I want to keep things as simple as possible right now (for a variety of reasons). For this situation, when the stories start flowing, I’m hitting the “Record” button on the Voice Memos app that came pre-installed on my iPhone. So when Dad starts describing the Thanksgiving dinners he had growing up, all I have to do is press Record and sit back and listen… and enjoy.

It isn’t the “best” method for doing it, but it’s getting done. Some day, when my mom and dad are gone, I won’t have to say, “I wish I would have recorded some of their stories.”

Please excuse me now. The lake — and the stories — are calling me.

How Quilting Is Like Genealogy

I am a wanna-be quilter. My grandma quilted. My aunt quilted. My mom has been embroidering what will be the top of a quilt. (Can’t wait to see it when it’s done.) Me? I’ve always loved the play of colors and patterns, but I can barely sew. What makes me think I can quilt?

This past winter, I finally broke down and bought a couple of books and some fabric. I then did what I’ve done before when I’ve bought fabric: I looked at it. I read the book. Looked at the fabric some more. Leafed through the book some more.

Quilting and cutting

Quilting Rule #1: No bleeding on the fabric.

Finally, I chose a pattern. (Progress!) Then the big step… Cutting the fabric. Let me just say right now that those rotary cutters are sharp!

I quickly learned Rule #1 of quilting: No bleeding on the fabric.

After I got the pieces cut, I did what I’ve done before: I let the fabric sit there. And sit there. And sit there.

I was paralyzed when it came to sewing the rows together. For months, my quilt looked like this:

Quilt rows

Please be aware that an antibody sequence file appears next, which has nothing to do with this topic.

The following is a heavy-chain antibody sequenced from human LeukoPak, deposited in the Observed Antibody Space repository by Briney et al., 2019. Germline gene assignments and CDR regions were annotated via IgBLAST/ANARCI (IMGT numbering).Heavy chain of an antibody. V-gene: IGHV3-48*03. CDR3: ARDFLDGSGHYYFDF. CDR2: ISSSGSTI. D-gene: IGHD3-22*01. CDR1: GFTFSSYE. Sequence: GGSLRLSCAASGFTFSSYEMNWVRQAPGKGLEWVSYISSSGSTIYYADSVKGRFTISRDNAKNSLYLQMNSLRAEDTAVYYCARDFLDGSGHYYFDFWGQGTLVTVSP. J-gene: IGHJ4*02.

I’m glad I numbered the rows and took this picture. Otherwise, I would never have remembered how I wanted to assemble it. Yes, it sat for so long that I couldn’t remember how it was supposed to go together.

Finally, after some well-intended nagging from my sister, I decided enough was enough. I have to get this top finished. As I was pinning the rows together, it struck me how much genealogy is like quilting.

Variety Is Good

My quilting book talked about how it’s important to have a variety in the fabrics you’re using. Different colors, different values, different scale. It would be a boring quilt if everything was the same.

When we’re researching our ancestors, it’s pretty boring if we only look at the same old records all the time. Throw in different things. Have you relied solely on census records and death certificates? Look at land records. Dig into probate.

Look for Patterns

On one trip to a local quilt shop, I was eyeing a pattern for a table runner. I thought it was too advanced for me. It looked so complicated. My sister looked at it and broke it down. “Look,” she pointed out, “it has four basic blocks. You can see how they fit together.” She was right. It looked almost like chaos, but after you saw the pattern, you saw that it repeated itself.

Our ancestors are the same. If we look at everything all at once, it can look like a jumbled mess. But once we study them and see how they associate with the people around them, we can see where the patterns repeat. Those neighbors near them in the 1880 census? I bet some of them are the same neighbors in 1870, even if the ancestor is living in the different place. (People move together.)

Accept Imperfections

My quilt isn’t going to win any ribbons at the state fair — and that’s ok. i worked on it. It’s my creation. It is what it is.

My family tree is the same way. There are all kinds of imperfections in it. I’m certain that I have some wrong limbs on the tree. I’m also certain that my ancestors themselves have imperfections. I have to accept that fact and take them for who they are.

Strive for Improvement

Though I accept my quilt for what it is — imperfect — that doesn’t mean that I don’t want to get better. I’m going to learn and practice more. (I will get better at cutting!) I will stretch myself and my skills. (Next stop: half-square triangles!)

Genealogy, too, calls me to improve. Skills like reading old handwriting only improve with practice. There is always something new to learn, whether it’s a new record group, a new repository, or a new way of presenting your findings. It’s challenging and exciting all at the same time.

There Is One Difference

For all the similarities between genealogy and quilting, there is one big difference. Unlike genealogy, you can actually have a finished quilt. (At least, that’s what I’ve heard. Mine isn’t there yet!)

quilting and genealogy

I got the top pieced together!